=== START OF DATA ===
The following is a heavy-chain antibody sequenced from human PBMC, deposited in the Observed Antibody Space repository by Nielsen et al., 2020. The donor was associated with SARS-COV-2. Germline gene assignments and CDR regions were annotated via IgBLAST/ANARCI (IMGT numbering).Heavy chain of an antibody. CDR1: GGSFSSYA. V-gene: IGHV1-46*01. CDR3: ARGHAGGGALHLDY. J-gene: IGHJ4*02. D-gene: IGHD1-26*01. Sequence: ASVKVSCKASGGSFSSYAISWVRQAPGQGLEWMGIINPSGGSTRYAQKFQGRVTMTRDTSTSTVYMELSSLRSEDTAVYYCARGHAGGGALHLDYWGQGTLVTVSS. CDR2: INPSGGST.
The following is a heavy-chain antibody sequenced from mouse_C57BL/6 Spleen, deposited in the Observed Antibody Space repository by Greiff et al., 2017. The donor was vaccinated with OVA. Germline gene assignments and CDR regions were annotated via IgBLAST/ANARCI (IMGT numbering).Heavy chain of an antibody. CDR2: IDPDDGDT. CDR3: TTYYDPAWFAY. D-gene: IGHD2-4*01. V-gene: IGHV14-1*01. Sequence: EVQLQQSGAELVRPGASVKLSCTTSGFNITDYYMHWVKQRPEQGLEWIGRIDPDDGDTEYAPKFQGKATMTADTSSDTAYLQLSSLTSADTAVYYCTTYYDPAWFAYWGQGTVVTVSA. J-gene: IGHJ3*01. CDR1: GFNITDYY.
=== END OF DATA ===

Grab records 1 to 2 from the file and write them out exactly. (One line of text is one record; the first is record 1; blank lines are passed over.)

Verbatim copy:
The following is a heavy-chain antibody sequenced from human PBMC, deposited in the Observed Antibody Space repository by Nielsen et al., 2020. The donor was associated with SARS-COV-2. Germline gene assignments and CDR regions were annotated via IgBLAST/ANARCI (IMGT numbering).Heavy chain of an antibody. CDR1: GGSFSSYA. V-gene: IGHV1-46*01. CDR3: ARGHAGGGALHLDY. J-gene: IGHJ4*02. D-gene: IGHD1-26*01. Sequence: ASVKVSCKASGGSFSSYAISWVRQAPGQGLEWMGIINPSGGSTRYAQKFQGRVTMTRDTSTSTVYMELSSLRSEDTAVYYCARGHAGGGALHLDYWGQGTLVTVSS. CDR2: INPSGGST.
The following is a heavy-chain antibody sequenced from mouse_C57BL/6 Spleen, deposited in the Observed Antibody Space repository by Greiff et al., 2017. The donor was vaccinated with OVA. Germline gene assignments and CDR regions were annotated via IgBLAST/ANARCI (IMGT numbering).Heavy chain of an antibody. CDR2: IDPDDGDT. CDR3: TTYYDPAWFAY. D-gene: IGHD2-4*01. V-gene: IGHV14-1*01. Sequence: EVQLQQSGAELVRPGASVKLSCTTSGFNITDYYMHWVKQRPEQGLEWIGRIDPDDGDTEYAPKFQGKATMTADTSSDTAYLQLSSLTSADTAVYYCTTYYDPAWFAYWGQGTVVTVSA. J-gene: IGHJ3*01. CDR1: GFNITDYY.